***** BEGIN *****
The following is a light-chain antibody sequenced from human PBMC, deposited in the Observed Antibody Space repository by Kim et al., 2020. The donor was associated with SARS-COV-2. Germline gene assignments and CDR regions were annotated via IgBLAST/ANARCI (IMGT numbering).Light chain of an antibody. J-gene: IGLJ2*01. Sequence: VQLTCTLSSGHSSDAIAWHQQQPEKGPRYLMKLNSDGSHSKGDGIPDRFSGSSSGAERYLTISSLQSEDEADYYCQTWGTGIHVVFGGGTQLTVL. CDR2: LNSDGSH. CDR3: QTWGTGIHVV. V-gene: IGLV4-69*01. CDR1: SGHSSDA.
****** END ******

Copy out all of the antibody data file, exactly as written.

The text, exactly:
The following is a light-chain antibody sequenced from human PBMC, deposited in the Observed Antibody Space repository by Kim et al., 2020. The donor was associated with SARS-COV-2. Germline gene assignments and CDR regions were annotated via IgBLAST/ANARCI (IMGT numbering).Light chain of an antibody. J-gene: IGLJ2*01. Sequence: VQLTCTLSSGHSSDAIAWHQQQPEKGPRYLMKLNSDGSHSKGDGIPDRFSGSSSGAERYLTISSLQSEDEADYYCQTWGTGIHVVFGGGTQLTVL. CDR2: LNSDGSH. CDR3: QTWGTGIHVV. V-gene: IGLV4-69*01. CDR1: SGHSSDA.